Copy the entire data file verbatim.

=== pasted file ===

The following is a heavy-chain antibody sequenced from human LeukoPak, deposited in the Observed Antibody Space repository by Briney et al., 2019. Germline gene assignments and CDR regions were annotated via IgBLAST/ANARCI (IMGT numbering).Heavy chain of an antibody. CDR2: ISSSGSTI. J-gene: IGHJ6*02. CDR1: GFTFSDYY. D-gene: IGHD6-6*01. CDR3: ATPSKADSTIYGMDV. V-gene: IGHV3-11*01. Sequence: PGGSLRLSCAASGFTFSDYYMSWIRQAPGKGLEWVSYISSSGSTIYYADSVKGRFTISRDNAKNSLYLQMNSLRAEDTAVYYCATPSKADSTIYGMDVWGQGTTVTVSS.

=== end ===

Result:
The following is a heavy-chain antibody sequenced from human LeukoPak, deposited in the Observed Antibody Space repository by Briney et al., 2019. Germline gene assignments and CDR regions were annotated via IgBLAST/ANARCI (IMGT numbering).Heavy chain of an antibody. CDR2: ISSSGSTI. J-gene: IGHJ6*02. CDR1: GFTFSDYY. D-gene: IGHD6-6*01. CDR3: ATPSKADSTIYGMDV. V-gene: IGHV3-11*01. Sequence: PGGSLRLSCAASGFTFSDYYMSWIRQAPGKGLEWVSYISSSGSTIYYADSVKGRFTISRDNAKNSLYLQMNSLRAEDTAVYYCATPSKADSTIYGMDVWGQGTTVTVSS.